Tuesday, April 8, 2014

Juvenile Pubic Symphysiodesis (JPS) can help Minimize Hip Dysplasia Risk

This quarter, West Ridge Animal Hospital is focusing on Pet Prevention and the different ways to inhibit health issues in our pets. There are many different ways to prevent health issues and one approach is surgical. One surgery in particular has had marked success in minimizing the number of animals with hip dysplasia. This surgery is called the Juvenile Pubic Symphysiodesis (JPS) and is performed in puppies between the ages of 15-20 weeks.

If you have ever watched your beloved 12 year old Labrador struggle to get up off the floor you know exactly what we are referring to. Hip dysplasia is a degenerative disease in which dog shave poor fitting hip joints.  Typically, the ball and socket joint fit together neatly, allowing a dog to move their legs freely and without pain. If the animal’s joint does not fit together properly, as in the case of hip dysplasia, they are more prone to developing arthritis and pain in their joint area as they age.  Motion of the hip joints slowly causes erosion of soft cartilage, causing the bones to rub together increasing pain.

Hip dysplasia can occur in any breed, but is predominant in the larger dogs, particularly the German Shepherd, St. Bernard, Labrador Retriever, Pointers, and Setters. Although hip dysplasia is a genetic condition, research shows that environmental factors can also put a dog at risk. Overfeeding (especially of puppies) can predispose a dog to hip dysplasia. Excessive exercise may predispose dogs as well. Those who adopt a breed of puppy prone to dysplasia should ask their breeder if they have done any screenings on their dogs.

There are several different signs of severe hip dysplasia. Symptoms usually appear before the dog reaches one year of age and may include pain in the rear legs, incoordination, limping, and difficulty rising. Those with less severe cases may not develop arthritis or other symptoms until they become older (6-10 years).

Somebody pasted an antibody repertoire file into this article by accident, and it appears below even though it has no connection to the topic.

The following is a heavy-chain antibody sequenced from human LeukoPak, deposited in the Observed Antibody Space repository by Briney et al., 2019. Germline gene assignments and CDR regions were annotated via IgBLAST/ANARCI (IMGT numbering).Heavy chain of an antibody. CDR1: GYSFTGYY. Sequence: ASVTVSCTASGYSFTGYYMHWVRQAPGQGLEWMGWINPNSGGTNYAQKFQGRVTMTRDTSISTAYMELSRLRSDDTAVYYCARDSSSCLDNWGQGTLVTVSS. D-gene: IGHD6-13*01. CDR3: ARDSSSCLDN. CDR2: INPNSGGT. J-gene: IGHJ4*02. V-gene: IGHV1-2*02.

Surgical procedure in young dogs such as the JPS is a more successful option than drugs for treating severe cases of hip dysplasia. Surgeons can improve the joints in young dogs by making changes to the shape of the femur or pelvis. During the JPS procedure, the pubic symphysiodesis, which is the cartilage seam connecting the left and right sides of the pelvis, is electrocauterized (or removed) to induce bony fusion and to stop the continued growth of the growth plate. This then allows the pubic bone to grow normally and allows for a tighter and healthier hip joint.

Much like humans who have joint problems, dogs that are diagnosed with hip dysplasia should not be free of exercise. Exercising at the dogs own pave can help loosen up the stiffness in the joints. Weight is a big factor as well. Shedding extra pounds can cause relief to the joints and bones. Those dogs that do have arthritis should be kept away from the cold since cold weather can aggravate aching joints.

If you are concerned about your dog having hip dysplasia or you want to do everything you can to prevent it, please talk to your veterinarian about the JPS procedure (www.WRAH.net/care/procedures/JPS.html) when scheduling his or her spay or neuter. Your pet will thank you for it!

Read about Lowering the Risks of Degenerative Joint Disease

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